One of the problems with this method is the overwhelming effect that a paper full of highlights and comment bubbles can have on a student.  This semester I tried two things:  first, I changed the default colors of my highlighting to less “harsh” colors, to make the effect less visually stressful – a paper covered in red strike-throughs does not invite a student to read the comments and process the feedback, no matter how positively it is phrased.  An even better idea recommended to me by a colleague which I will implement next semester is to color-code the highlighting to fit with the category of assessment from the grading rubric:  yellow for “Conventions,” green for “Stance and Support,” blue for “Organization,” etc.  That way, students can immediately evaluate what kind of errors they are making and prioritize their revisions accordingly. This prioritization of feedback leads me to the second idea I implemented this semester:  scaling back the number of corrections and comments and focusing on two to three main issues thus giving the students specific guidelines on what to do with this feedback and how to work on it for the next assignment.

Again, ideally I would have a course management software (CMS) that would integrate all of these steps, but, for now, I plan to keep grading online but increase my use of macros to insert comments that directly correlate with a specific assessment rubric.  I use this method for papers and multimedia projects alike (although I modify my rubric for each one) but it is still incredibly time-consuming and still not as effective, I feel, as giving face-to-face feedback to the student.

Face-to-face Feedback

My preferred way to give feedback is to schedule a 10-15 minute conference with each student after every assignment to guide them through my comments and recommendations.  I find I can be much more focused and much clearer in my advice to students in a situation where I can point to specifics in a paper or project and then discuss strategies for revision collaboratively with them.  But, logistically, I can’t fit in three or four conferences per student per semester with 75 students – I wouldn’t have time for class!  I have used the strategy of assigning work on a group project for a class session and then pulling students out of class for individual meetings, but even that spreads into two weeks of class for a Tuesday/Thursday class.  One idea I’ve considered is to record my feedback as a sort of pod-cast that would be available for the student to download within their CMS (T-Square here at Georgia Tech) which would at least allow me to talk directly to the student and narrate my immediate reactions to an assignment along with my assessment.  I’m not sure how I’d go about doing this, but it might serve as a balance between written-only feedback and face-to-face meetings.  Another suggestion I got this semester was to give feedback to small groups and to target one or two problems that appeared class-wide during the discussion.  Students can then apply the fundamentals of our discussion to the specifics of their own papers individually.  I really like this idea and will definitely be trying it out next semester.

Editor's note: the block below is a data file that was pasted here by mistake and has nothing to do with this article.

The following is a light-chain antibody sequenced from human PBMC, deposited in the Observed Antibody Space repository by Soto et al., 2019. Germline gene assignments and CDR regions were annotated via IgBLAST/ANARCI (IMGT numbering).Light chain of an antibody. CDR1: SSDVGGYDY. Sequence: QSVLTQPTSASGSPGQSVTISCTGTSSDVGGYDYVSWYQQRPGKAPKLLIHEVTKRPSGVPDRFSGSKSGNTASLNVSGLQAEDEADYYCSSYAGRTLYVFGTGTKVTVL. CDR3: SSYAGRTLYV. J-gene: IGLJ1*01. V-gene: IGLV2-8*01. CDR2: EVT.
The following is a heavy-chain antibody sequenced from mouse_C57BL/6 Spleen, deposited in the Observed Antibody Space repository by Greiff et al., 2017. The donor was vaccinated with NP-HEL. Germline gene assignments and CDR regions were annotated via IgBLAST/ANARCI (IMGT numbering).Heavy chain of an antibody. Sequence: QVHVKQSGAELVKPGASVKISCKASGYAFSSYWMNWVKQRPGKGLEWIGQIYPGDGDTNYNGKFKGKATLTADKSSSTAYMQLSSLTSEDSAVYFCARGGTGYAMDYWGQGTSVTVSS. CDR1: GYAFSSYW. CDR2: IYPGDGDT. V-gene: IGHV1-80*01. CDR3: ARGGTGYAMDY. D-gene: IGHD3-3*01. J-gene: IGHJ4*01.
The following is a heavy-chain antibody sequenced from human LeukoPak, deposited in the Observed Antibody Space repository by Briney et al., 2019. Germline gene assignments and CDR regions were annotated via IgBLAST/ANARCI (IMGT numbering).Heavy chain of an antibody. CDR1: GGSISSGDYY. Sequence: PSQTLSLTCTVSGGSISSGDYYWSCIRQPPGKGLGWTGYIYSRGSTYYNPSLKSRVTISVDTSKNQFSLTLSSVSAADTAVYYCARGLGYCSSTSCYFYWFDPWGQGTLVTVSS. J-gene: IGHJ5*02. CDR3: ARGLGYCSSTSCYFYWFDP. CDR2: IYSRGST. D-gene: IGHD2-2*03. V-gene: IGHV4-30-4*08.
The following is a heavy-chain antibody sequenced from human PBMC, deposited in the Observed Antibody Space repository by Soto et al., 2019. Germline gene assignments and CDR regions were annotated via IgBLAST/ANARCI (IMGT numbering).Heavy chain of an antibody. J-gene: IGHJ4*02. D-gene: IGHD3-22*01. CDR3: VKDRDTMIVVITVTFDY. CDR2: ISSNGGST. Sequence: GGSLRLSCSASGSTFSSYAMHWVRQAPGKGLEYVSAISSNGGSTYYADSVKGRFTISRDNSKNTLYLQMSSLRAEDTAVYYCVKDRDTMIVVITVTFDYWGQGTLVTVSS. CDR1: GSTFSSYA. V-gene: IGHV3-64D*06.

So, how do you fit in and organize face-to-face feedback during a busy semester?  I’d love to hear any of your experiences/innovations with giving feedback to students – written or face-to-face.  Please leave your ideas in the comments!

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Thinking Small

Although my outlook on life might be big, I’ve been thinking about small things lately:

1.  I just got back from the wonderful NAVSA conference in Montreal, Canada, where I presented on “Miniature Books” in the Victorian era.  You can read the abstract here.  The talk prompted a great discussion of the relationship between scale and portability in reading technologies (think iPad or Kindle) and made some great connections between Victorian and contemporary reading practices.  I also chaired a panel on “Print Contexts” and heard fascinating papers from Mia Chen, Jillian Hess, and Andrew Stauffer.  I was especially excited to meet Andrew who works on the NINES project at UVA –his presentation on the interaction with Felicia Hemans‘ poetry via readers’ marginalia was fascinating and made a compelling case for preserving hard copies of texts that might be destroyed in the wake of digitization.

2. I’m also thinking small when it comes to pedagogy.  I’m contributing a post this week to our Brittain FellowsTECHStyle blog” on the topic of using blogs in the classroom for short, low-stakes writing assignments.   These “mini” writing tasks help break down the intimidating process of writing an essay into small steps, and the blog format encourages free-writing and reader feedback.  Check back next week and I’ll cross-post my entry here.